Whatever one thinks of Rosenwinkel's prior disc, Heartcore (and, admittedly, it received mixed reviews, at best--although some of us majorly dug it), I think it can safely be said it proved an important step in his musical development, kinda like the role Largo (another not altogether well-received effort) played in Brad Mehldau's career: each musician came out of his brief experiment with electronica wielding both a broader sonic palette and a greater depth of musical understanding.
Interestingly, here these two artists have joined forces, as it were, Mehldau (at least for this disc) becoming the piano counterpart to Rosenwinkel's guitar. That they mesh so well is hardly surprising. Perhaps the most obvious example is their work on "The Next Step," a reworking of the title tune of Rosenwinkel's last album before Heartcore. On the former outing, the leader played piano--competently enough, it must be said, but nothing that special. On this outing, which casually trumps the former, Mehldau forms and integral and essential part of the new conception, which is at once more intense, more swinging, and more ephemerally brilliant. Indeed, one can scarcely imagine the piece in its former incarnation after this masterful rereading. Very much like the transformation Ben Allison effected with his song "Buzz," originally from his Medicine Wheel disc, and then becoming the title (and, it must be said, signature) tune of his latest disc, Buzz.
Sometimes, I think, jazz needs to go through a kind of rebirth, often by encountering alien musics, such as, for instance, electronica, for it to achieve its proper apocalypses, showing forth, manifestation. Granted, these experiments, these encounters, are not always uniformly successful. Nevertheless, they provide the matrix, don't they, for the music to burst forth into joyous elegiacism, carrying with it all the glories of the tradition even as it heralds forth new and as yet unseen glories. Jazz after all is meant to be a living, developing music, a music rooted in the past but always thrusting forward into the future.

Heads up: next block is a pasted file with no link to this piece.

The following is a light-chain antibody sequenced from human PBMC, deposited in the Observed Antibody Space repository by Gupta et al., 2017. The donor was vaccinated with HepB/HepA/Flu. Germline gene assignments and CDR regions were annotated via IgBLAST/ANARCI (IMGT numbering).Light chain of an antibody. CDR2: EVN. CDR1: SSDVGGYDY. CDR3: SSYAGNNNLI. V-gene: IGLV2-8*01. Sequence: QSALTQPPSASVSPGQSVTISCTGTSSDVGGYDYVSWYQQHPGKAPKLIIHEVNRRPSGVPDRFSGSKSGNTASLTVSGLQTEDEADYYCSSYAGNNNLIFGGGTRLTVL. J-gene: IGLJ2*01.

And that's what we've got here: musicians grounded in the idiom but equipped to speak it into the next generation, where other artists will appropriate the vision, expand it, and produce its next iteration, just as these artists have absorbed the lessons of swing, bop, hardbop, freebop, and world jazz and mapped them onto new musical vistas of the grandest conception.
A few specific observations. Rosenwinkel's tone and timbre bear an uncanny resemblance to Pat Metheny's on this disc, although his concept and phrasing owe little to him. Indeed, it's almost as if Rosenwinkel has fully absorbed Metheny's approach, and then moved light years beyond it, all the while retaining some of its essential elements. Moreover, this disc is brilliantly recorded by James Farber, quickly becoming the new Jan Erik Kongshaug (not surprising to find him as the engineer behind such brilliant projects as Abercrombie's Class Trip, and the latest from Motian/Lovano/Frisell, I Have the Room Above Her). Finally, and this is a little hard to say, as Jeff Ballard is one of my drums heroes, but I think he's outdone by Ali Jackson (who plays on the majority of tracks), although one must admit that each brings his own genius to the table.
In any case, this is jazz as it's meant to be--gorgeous, edgy, prophetic, quirky, and unique. A very great disc, certainly Rosenwinkel's finest to date, and among a handful of truly significant discs released in the new millennium.